Sir Brucelot

I know in my soul, what you expect of me, and all that and more shall I be.

A knight of the Table Round should be invincible, 

Succeed where a less fantastic man would fail …

But where in the world is there in the world a man so extraordinaire?

C’est moi, c’est moi, I blush to disclose.

I’m far too noble to lie.

That man in whom these qualities bloom, 

C’est moi, c’est moi, ’tis I.

I’ve never lost in battle or game. 

I’m simply the best by far.

When swords are crossed, ’tis always the same,

One blow and au revoir.

Lerner & Lowe

When I think of Bruce Rauner, I recall Lancelot, ever-so-humbly presenting himself for service to the knights of the Round Table in the musical Camelot.

Brucelot made me think of his fictional counterpart from the first words I heard him utter — during a WBEZ radio story a few months back.

“I’ve been successful in everything I’ve done,” he said, modestly.

That would make him the first — since Lancelot. 

God forbid we should end up with a governor who has never learned from a failure. And the last thing we need is yet another rich blowhard riding in from the private sector with delusions of grandeur who is absolutely sure he can tame the great government beast through sheer willpower and his sparkling personality (plus an unlimited checkbook).

We’ve already got a Congress packed with millionaires. Do we really want yet another guy who needs his ego inflated (further than it already is) by purchasing elected office? Isn’t Jim Oberweis every 2-4 years enough for any long-suffering electorate to bear?

But the deep thinkers are restless and cranky. Illinois is a fiscal disaster, so it must be Pat Quinn’s fault. Well, really it’s Mike Madigan’s fault, but Quinn, we’re told, isn’t a big enough “counterweight” against Madigan’s diabolical influence. As a result, normally sane individuals like WJ Viewpoints columnist Jack Crowe are talking about voting for Brucelot.

And Jack is a smart guy, so if he’s falling for Rauner’s routine, a lot of more gullible voters probably are, too. They’ve got a bad case of “change itch.” After all, the Democrats have been in charge forever, right?

Well, no.

In fact, if we wanted to engage in the Republicans’ favorite pre-election pastime — voter suppression — we should make passing a recent political history quiz the primary (so to speak) requirement.

For instance, which party held the Illinois Governor’s Office from 1977 through 2002? Why, the Republicans:

Jim Thompson, 1977-1990

Jim Edgar, 1991-1998

George Ryan, 1999-2002

Twenty-six years, more than a quarter-century, uninterrupted! 

And which party held the state senate majority for 10 straight years, 1993 through 2002? Republicans again (remember Pate Phillips?).

And which party held all three — governor’s office, state senate and state house — for two crucial years, 1995-96?

That’s right (far right). According to a recent article I found from the Belleville News Democrat (BND.com) by Scott Penny, then an interim state rep, now the Fairmont City police chief, Illinois Republicans used their “trifecta” in the mid-’90s to change the rules on voting procedures (debating, scheduling, calling bills), which gives a lot of power to the house and senate majority leaders. When the Democrats regained control of the house in 1997, Mike Madigan became the overlord everyone loves to hate.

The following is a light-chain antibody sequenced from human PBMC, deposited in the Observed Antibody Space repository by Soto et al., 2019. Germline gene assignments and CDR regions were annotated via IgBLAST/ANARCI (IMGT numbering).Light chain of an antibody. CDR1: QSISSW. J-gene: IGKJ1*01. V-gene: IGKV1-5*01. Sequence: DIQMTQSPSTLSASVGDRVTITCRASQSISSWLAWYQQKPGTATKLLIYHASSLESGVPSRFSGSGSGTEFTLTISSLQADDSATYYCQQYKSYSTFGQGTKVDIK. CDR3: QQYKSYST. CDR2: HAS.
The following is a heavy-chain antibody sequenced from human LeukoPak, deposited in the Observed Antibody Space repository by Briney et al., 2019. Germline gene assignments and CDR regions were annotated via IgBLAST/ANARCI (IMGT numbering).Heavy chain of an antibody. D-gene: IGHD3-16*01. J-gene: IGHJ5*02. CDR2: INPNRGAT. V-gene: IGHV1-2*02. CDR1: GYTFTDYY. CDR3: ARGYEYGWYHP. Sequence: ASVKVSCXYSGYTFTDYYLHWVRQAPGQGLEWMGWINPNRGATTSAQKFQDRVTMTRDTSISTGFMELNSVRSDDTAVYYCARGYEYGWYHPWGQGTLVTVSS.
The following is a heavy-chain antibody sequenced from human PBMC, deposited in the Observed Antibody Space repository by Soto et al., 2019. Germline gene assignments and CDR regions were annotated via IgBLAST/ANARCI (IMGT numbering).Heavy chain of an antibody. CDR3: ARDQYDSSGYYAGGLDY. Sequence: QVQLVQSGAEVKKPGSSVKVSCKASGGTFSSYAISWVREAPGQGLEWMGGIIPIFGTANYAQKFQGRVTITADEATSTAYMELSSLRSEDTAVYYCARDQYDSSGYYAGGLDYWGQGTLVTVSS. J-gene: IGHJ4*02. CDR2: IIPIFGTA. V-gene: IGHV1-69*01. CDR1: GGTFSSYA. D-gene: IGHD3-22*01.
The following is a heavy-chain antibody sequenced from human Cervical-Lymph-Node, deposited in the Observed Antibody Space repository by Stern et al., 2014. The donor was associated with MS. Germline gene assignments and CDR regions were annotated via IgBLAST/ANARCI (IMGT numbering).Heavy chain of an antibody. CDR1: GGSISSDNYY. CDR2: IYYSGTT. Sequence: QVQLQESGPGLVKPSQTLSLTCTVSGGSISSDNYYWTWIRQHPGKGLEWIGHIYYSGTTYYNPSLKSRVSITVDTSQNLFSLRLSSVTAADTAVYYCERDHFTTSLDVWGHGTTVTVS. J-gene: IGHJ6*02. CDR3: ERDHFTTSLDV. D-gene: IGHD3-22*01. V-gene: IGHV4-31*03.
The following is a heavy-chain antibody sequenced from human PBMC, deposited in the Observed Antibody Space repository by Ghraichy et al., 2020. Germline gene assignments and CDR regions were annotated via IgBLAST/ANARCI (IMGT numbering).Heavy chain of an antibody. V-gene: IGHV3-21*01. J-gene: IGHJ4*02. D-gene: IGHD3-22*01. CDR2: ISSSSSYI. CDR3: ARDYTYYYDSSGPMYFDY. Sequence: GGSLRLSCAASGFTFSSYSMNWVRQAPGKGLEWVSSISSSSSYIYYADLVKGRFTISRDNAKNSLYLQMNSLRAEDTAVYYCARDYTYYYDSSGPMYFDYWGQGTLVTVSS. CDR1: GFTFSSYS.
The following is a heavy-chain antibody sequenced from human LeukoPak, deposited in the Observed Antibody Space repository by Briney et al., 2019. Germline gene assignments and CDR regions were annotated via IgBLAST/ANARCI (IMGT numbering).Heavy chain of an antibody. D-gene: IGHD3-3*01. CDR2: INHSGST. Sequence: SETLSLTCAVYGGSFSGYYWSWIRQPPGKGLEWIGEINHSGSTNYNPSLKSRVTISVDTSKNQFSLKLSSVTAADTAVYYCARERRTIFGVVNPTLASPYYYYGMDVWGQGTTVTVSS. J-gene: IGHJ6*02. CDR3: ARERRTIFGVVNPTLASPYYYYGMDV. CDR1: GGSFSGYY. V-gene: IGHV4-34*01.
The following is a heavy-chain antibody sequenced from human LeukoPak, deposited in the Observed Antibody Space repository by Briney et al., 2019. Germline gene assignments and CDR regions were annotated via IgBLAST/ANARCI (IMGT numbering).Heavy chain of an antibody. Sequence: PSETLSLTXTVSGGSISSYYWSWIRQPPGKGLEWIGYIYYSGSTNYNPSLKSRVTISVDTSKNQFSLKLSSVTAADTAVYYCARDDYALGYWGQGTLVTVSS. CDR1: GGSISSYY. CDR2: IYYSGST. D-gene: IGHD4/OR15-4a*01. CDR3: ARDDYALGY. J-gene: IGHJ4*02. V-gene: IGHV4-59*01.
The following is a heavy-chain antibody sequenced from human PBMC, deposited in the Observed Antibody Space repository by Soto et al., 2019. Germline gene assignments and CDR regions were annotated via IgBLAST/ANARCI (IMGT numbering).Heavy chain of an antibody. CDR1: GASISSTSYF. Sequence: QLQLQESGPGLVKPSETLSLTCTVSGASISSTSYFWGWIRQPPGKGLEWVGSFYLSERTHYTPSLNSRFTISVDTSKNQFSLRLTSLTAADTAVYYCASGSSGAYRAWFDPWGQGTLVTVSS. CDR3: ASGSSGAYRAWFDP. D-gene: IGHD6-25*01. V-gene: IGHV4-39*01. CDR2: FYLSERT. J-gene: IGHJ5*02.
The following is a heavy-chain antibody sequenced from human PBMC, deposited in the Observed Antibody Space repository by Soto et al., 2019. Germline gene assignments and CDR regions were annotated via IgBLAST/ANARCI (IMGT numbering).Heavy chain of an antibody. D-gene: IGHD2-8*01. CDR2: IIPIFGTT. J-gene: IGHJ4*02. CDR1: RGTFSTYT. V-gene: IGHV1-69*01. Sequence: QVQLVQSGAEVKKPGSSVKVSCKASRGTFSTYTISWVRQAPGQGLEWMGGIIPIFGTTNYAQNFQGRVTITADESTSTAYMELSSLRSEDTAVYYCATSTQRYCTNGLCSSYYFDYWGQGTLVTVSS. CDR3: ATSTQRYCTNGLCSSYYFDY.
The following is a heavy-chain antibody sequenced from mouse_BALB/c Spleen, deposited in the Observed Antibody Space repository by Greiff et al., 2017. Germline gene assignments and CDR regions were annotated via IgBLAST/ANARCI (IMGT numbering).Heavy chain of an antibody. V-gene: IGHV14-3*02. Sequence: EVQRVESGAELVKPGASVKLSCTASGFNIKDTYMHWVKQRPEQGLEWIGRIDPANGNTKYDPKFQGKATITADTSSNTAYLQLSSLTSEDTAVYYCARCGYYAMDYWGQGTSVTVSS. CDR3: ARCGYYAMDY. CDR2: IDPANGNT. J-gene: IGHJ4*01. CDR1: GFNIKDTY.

But the Republicans are at least as responsible as the Democrats.

According to Penny, “Many of our current financial, pension and patronage problems began in a bipartisan manner during this period.”

So if Illinois suddenly turned from red state to blue in 2002, inheriting a fiscal disaster after 26 straight years of Republican governors and 10 straight years of a Republican state senate, is it the Democrats’ fault for not cleaning it up?

Yes, but there’s plenty of blame to go around.

It’s a shame that the best the Democrats could offer in 2002 was a sleazeball like Rod Blagojevich. I voted Republican in 2006 (Judy Baar Topinka) because I couldn’t stomach him. 

But Blago’s inevitable implosion six years ago produced a once-in-a-lifetime electoral blessing: a decent, honest governor in Pat Quinn. When did Quinn take over? That’s right, 2009, immediately after the Republicans and the 1 percent (with Democrats in a supporting role) engineered a worldwide economic catastrophe.

Quinn has done his best with an awful situation, but voters seem to be turning against him (instead of against the people who caused the problems) in favor of yet another rich guy who thinks everything would be just fine if only we ran government like one of those businesses that made him obscenely wealthy (He obviously didn’t get the memo that government can’t, and shouldn’t, be run like a business. They are entirely different entities).

If Rauner is “successful” on Nov. 4, what we’ll get instead is a four-year medieval jousting match between MegaloMadigan and Sir Brucelot. Both will yellalot. Should be very productive.

Unfortunately, Republicans, whether at the state or federal level, have demonstrated over the last three decades that they are “successful” at creating one thing only — economic inequality — and if Brucelot is elected, it’s only going to get worse for most of us.

As I recall, things didn’t work out so well for Lancelot, so if we get stuck with Brucelot, don’t expect Camelot. 

Spamelot maybe.

And here I stand as pure as a prayer, incredibly clean, with virtue to spare, the godliest man I know.

C’est moi!

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